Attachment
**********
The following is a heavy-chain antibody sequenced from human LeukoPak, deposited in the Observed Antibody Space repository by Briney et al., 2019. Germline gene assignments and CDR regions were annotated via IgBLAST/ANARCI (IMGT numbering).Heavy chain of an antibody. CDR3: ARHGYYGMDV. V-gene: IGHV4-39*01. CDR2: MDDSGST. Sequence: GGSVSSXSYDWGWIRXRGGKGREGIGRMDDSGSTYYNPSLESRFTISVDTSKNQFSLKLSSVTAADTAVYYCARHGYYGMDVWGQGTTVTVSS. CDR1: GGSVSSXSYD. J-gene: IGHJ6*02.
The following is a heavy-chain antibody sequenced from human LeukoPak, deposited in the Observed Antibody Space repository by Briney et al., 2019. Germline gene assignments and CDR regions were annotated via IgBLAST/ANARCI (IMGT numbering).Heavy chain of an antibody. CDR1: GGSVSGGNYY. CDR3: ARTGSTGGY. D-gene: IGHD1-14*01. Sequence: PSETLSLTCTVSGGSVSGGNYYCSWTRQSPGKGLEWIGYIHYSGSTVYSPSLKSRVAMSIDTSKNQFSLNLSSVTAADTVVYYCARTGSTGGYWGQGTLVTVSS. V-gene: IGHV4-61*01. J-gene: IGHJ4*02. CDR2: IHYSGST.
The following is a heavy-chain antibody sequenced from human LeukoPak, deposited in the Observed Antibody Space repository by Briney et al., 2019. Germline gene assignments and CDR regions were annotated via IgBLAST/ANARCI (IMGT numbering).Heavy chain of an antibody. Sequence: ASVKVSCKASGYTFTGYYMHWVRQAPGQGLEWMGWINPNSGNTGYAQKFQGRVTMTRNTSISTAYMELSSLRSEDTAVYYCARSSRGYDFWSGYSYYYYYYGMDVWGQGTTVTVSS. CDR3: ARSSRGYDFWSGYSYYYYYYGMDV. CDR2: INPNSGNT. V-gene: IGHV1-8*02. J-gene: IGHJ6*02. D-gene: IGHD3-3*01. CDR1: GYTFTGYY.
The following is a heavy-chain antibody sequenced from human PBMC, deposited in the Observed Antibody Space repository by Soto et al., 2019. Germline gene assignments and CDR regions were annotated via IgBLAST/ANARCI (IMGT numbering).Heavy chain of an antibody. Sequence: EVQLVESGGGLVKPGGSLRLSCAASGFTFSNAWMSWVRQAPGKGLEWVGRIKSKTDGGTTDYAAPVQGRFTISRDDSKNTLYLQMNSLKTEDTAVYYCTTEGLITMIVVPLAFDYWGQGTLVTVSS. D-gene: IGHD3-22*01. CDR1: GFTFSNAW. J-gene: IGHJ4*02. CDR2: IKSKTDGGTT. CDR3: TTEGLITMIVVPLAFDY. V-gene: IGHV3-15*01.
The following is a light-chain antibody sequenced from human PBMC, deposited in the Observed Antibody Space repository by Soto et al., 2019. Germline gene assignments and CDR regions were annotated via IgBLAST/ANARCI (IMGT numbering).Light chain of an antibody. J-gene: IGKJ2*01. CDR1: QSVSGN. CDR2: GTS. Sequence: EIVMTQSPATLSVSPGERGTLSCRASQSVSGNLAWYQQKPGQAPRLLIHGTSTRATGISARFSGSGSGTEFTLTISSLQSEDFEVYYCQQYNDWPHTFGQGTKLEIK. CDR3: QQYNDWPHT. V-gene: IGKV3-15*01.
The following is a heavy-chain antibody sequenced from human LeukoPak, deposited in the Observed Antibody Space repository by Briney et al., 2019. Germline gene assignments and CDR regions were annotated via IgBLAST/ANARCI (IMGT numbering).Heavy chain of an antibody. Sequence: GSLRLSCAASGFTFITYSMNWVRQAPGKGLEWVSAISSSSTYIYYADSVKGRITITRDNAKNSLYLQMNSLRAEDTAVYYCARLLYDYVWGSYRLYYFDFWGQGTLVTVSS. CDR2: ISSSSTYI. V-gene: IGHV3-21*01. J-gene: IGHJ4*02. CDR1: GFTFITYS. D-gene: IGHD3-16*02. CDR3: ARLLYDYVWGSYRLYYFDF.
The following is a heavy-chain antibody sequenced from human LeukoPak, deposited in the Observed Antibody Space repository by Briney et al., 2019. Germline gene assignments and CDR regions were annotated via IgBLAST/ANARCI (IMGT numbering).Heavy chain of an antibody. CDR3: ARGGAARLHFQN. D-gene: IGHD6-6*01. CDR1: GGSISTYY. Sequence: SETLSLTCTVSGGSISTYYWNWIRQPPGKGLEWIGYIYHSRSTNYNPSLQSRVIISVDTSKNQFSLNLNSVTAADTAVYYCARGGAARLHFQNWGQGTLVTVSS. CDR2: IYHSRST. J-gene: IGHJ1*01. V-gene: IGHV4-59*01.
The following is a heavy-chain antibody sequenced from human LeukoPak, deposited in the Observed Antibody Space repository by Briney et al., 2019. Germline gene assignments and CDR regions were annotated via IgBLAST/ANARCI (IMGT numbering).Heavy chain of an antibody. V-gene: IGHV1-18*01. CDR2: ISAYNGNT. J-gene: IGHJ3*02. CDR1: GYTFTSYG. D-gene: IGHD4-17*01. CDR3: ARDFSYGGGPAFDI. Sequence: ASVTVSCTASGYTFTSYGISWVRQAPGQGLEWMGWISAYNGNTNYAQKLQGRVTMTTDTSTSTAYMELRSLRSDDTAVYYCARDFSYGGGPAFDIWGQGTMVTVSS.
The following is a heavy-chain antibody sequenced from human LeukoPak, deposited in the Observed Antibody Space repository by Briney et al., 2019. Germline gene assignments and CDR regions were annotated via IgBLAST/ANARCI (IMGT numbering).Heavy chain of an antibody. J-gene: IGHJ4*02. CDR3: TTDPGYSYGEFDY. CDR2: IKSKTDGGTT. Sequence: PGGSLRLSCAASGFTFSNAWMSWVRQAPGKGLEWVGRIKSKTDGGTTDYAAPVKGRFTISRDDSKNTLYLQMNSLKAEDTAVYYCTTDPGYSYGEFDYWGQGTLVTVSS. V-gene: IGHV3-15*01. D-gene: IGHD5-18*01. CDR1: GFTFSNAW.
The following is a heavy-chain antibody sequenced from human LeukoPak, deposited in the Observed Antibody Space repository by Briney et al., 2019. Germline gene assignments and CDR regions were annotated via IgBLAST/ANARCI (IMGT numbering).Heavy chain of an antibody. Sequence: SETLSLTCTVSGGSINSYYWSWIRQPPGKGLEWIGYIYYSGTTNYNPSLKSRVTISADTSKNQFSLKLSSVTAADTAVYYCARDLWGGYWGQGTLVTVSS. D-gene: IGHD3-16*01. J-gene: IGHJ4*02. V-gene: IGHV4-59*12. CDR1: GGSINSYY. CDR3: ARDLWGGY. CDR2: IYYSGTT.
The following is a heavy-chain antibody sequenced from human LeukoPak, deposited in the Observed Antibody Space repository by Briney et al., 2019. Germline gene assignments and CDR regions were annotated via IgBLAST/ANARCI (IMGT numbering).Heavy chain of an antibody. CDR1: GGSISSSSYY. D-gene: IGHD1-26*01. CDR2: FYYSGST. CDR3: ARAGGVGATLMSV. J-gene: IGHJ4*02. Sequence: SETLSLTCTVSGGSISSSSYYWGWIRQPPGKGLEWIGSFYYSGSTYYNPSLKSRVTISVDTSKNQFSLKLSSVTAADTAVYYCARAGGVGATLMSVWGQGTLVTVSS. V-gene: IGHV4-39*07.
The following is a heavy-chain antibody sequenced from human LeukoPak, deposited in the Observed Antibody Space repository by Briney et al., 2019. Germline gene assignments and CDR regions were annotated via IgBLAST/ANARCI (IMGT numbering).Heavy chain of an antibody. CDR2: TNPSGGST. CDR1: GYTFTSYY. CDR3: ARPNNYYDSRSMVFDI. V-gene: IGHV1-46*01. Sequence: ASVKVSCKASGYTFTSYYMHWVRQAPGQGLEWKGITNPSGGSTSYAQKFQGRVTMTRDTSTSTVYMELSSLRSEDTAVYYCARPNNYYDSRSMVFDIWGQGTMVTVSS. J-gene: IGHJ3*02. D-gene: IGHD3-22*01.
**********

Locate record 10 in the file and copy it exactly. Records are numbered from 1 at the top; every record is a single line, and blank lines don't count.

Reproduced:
The following is a heavy-chain antibody sequenced from human LeukoPak, deposited in the Observed Antibody Space repository by Briney et al., 2019. Germline gene assignments and CDR regions were annotated via IgBLAST/ANARCI (IMGT numbering).Heavy chain of an antibody. Sequence: SETLSLTCTVSGGSINSYYWSWIRQPPGKGLEWIGYIYYSGTTNYNPSLKSRVTISADTSKNQFSLKLSSVTAADTAVYYCARDLWGGYWGQGTLVTVSS. D-gene: IGHD3-16*01. J-gene: IGHJ4*02. V-gene: IGHV4-59*12. CDR1: GGSINSYY. CDR3: ARDLWGGY. CDR2: IYYSGTT.